Interviews with singers from the trainee to the Diva level show a wide range of dicta from teachers and coaches about listening to great singers, from "listen to everything you can" to "no listening to anyone else", with the underlying fear that the singer will copy instead of finding his/her own style. That's always going to be an issue with dancers using videotape as well. Do you copy Suzanne Farrell? Do you think she's hopefully old-fashioned and should be doing quadruple pirouettes in the middle of "Apollo"? With dance, there's rarely a way to go back to the score, the way the singer can to say, "That's nice that Tenor X belted out a gorgeous high note at the end of "Celeste Aida", but the score says 'piano', and I'm going to sing piano."
Francia Russell primarily used her own copious notes, and nearly all the dancers who described working with her mention "Francia's notes". She mentioned referencing video with a huge caveat. Others rely on it much more, but the range of the use is very broad: some might use it to figure out how X in the corps gets to the other side of the side and to get general patterns. Others use it to be referenced when there's a conflict in memory or instruction or as a memory jog. (There could be different stagers in subsequent productions, and very frequently a stager in subsequent productions after the piece is originally choreographed.)
In the PNB/Louisville Ballet co-production of "The Seasons", for example, Val Caniparoli could make edits, or changes could be made by his stager, inadvertently or deliberately, to accommodate a dancer or if the stage size is significantly different. (There isn't any info on the Louisville Ballet site about who will put it on stage.) If there are edits that are not dancer- or space-specific, which videotape is correct when/if PNB revives it?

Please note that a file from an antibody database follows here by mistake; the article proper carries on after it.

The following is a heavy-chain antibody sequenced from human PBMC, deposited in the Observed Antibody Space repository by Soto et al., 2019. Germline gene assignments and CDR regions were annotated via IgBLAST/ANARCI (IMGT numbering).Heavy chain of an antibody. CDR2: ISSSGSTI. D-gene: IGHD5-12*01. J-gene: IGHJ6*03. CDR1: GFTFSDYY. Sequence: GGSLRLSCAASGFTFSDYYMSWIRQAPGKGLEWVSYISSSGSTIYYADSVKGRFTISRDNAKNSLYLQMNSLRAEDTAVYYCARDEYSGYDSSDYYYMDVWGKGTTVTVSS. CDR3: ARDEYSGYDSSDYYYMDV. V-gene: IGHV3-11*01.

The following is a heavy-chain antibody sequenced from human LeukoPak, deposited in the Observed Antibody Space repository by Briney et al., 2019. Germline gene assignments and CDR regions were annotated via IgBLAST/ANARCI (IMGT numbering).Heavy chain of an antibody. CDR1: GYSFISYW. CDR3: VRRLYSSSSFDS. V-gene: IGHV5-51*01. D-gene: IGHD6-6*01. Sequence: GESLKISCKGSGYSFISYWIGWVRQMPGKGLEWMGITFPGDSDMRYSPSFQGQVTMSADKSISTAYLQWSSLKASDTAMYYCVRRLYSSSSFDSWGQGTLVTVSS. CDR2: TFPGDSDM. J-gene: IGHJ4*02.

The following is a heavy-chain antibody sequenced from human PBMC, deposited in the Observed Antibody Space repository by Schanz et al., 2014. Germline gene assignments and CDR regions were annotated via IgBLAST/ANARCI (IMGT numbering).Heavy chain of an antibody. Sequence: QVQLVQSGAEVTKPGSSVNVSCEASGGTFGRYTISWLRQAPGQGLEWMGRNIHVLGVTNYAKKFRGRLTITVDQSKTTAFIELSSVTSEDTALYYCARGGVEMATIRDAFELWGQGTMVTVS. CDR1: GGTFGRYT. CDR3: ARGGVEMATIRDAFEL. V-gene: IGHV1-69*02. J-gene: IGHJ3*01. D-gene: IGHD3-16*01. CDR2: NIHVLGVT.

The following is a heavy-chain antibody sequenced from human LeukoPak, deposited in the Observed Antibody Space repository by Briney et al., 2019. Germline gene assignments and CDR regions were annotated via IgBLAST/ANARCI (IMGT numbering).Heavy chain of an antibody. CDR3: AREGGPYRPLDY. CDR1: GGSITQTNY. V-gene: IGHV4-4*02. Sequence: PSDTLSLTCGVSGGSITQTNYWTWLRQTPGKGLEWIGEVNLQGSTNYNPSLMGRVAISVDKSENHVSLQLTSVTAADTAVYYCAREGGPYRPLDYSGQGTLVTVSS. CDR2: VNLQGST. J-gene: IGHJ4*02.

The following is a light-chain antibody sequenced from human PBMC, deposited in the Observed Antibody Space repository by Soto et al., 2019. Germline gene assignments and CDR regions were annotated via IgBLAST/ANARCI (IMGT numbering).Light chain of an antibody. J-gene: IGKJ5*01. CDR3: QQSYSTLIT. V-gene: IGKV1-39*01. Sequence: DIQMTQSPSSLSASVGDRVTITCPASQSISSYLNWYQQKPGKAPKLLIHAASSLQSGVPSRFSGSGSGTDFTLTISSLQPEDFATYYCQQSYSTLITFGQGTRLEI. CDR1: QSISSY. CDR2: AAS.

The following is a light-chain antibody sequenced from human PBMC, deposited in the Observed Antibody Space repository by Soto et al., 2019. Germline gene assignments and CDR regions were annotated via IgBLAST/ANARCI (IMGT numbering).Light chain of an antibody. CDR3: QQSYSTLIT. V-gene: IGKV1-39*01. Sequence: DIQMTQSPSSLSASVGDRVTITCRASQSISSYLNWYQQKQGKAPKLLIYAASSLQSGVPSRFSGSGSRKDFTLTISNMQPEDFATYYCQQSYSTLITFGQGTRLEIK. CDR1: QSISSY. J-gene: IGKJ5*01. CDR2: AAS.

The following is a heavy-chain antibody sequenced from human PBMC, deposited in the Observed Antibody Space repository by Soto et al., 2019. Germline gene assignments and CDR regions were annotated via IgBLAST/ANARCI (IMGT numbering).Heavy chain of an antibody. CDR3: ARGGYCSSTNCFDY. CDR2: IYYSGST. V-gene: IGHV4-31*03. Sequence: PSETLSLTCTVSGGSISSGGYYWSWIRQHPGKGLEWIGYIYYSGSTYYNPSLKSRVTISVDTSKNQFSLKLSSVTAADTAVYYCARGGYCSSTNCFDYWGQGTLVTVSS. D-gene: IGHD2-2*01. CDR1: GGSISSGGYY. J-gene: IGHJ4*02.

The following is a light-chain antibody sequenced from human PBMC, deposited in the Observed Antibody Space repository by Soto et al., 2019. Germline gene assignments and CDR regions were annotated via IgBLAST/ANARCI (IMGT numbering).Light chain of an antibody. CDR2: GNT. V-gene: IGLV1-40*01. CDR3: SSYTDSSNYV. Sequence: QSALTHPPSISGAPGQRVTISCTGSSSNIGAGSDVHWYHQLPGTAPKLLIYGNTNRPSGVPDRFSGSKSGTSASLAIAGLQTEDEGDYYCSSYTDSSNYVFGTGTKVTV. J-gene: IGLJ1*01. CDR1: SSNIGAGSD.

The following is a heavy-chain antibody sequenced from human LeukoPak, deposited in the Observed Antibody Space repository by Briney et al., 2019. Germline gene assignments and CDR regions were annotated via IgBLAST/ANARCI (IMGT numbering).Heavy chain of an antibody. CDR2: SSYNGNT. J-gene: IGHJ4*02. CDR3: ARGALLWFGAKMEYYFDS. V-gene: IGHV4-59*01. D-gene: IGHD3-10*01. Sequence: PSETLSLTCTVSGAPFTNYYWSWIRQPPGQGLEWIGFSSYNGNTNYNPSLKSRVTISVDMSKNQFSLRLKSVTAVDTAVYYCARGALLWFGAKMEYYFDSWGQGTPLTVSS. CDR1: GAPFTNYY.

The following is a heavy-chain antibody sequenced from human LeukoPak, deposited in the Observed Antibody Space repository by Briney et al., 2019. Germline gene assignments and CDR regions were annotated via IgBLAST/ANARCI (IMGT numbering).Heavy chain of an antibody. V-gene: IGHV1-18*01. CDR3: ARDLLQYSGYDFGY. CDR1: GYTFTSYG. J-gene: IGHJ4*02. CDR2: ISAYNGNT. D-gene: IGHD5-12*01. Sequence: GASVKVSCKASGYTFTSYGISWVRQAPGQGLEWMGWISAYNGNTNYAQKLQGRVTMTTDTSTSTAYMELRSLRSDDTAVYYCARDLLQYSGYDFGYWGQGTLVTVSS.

I think it's a matter of what the tape triggers. For a stager or a dancer for whom there is no context other than the tape, what you see is what you get, unless there is an intuitive insight. For a stager or dancer who was there at the creation, the tape triggers an entire world of aural and physical instruction.
Posted 10 July 2010 - 10:27 AM
Posted 10 July 2010 - 12:28 PM
Danilova has commented on how different her version of Terpsichore was in Apollo than Farrell's, the tone and the accents, and Verdy in Garis points out how Tchaikovsky Pas de Deux was set on a short body -- hers -- and how different and difficult it was for Farrell to bring it off. Also Kyra Nichols pointed out how she had to strip the ornamentation from the roles she inherited and completely rethink them. Farrell does seem to be an important point of reference in discussions on interpretation (a 35mm lens version of Balanchine roles?).
Posted 10 July 2010 - 08:18 PM
In addition something of the kind was already happening while Balanchine was alive. He told different dancers different things about a given ballet at different points and if something didn't suit a new dancer in the role he would often change it. Of course, any such alterations made in his lifetime happened under his own aegis. But when the creator is gone others have to make those decisions -- responsibly, one hopes.
Also Balanchine changed some of Terpsichore's steps for Farrell and so the "score" she worked from was slightly different from Danilova's. When Farrell was new to the scene some thought she was distorting some of her choreography. Now she's the "old-fashioned" standard.
Posted 14 November 2010 - 05:00 AM
So many answers. However, as food for thought, I'd like to mention that we don't go into art museums with crayons and "retouch" works of great art to suit our needs. We don't take chisels to great sculpture because we think it could use a few tweaks. The melody lines of the great symphonies are set forever. Just IMHO.
Posted 14 November 2010 - 04:01 PM
Also a good point.